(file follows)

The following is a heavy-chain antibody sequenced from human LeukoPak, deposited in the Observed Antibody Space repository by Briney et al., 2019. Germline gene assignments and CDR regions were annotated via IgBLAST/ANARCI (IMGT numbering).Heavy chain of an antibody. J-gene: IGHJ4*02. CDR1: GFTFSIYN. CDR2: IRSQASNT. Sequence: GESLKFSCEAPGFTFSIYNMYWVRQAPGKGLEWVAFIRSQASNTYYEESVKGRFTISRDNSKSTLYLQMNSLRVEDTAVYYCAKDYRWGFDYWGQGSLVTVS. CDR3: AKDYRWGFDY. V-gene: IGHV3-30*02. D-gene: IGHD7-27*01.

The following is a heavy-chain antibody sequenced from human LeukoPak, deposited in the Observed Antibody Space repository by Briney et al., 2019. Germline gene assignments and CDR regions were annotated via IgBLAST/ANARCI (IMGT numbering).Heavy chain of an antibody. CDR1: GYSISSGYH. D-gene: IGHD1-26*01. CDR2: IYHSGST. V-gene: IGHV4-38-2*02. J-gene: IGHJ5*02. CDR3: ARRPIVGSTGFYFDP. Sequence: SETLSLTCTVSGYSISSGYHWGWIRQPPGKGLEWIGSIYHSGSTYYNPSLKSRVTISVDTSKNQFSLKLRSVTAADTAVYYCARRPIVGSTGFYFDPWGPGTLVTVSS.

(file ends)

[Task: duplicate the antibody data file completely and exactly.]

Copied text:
The following is a heavy-chain antibody sequenced from human LeukoPak, deposited in the Observed Antibody Space repository by Briney et al., 2019. Germline gene assignments and CDR regions were annotated via IgBLAST/ANARCI (IMGT numbering).Heavy chain of an antibody. J-gene: IGHJ4*02. CDR1: GFTFSIYN. CDR2: IRSQASNT. Sequence: GESLKFSCEAPGFTFSIYNMYWVRQAPGKGLEWVAFIRSQASNTYYEESVKGRFTISRDNSKSTLYLQMNSLRVEDTAVYYCAKDYRWGFDYWGQGSLVTVS. CDR3: AKDYRWGFDY. V-gene: IGHV3-30*02. D-gene: IGHD7-27*01.

The following is a heavy-chain antibody sequenced from human LeukoPak, deposited in the Observed Antibody Space repository by Briney et al., 2019. Germline gene assignments and CDR regions were annotated via IgBLAST/ANARCI (IMGT numbering).Heavy chain of an antibody. CDR1: GYSISSGYH. D-gene: IGHD1-26*01. CDR2: IYHSGST. V-gene: IGHV4-38-2*02. J-gene: IGHJ5*02. CDR3: ARRPIVGSTGFYFDP. Sequence: SETLSLTCTVSGYSISSGYHWGWIRQPPGKGLEWIGSIYHSGSTYYNPSLKSRVTISVDTSKNQFSLKLRSVTAADTAVYYCARRPIVGSTGFYFDPWGPGTLVTVSS.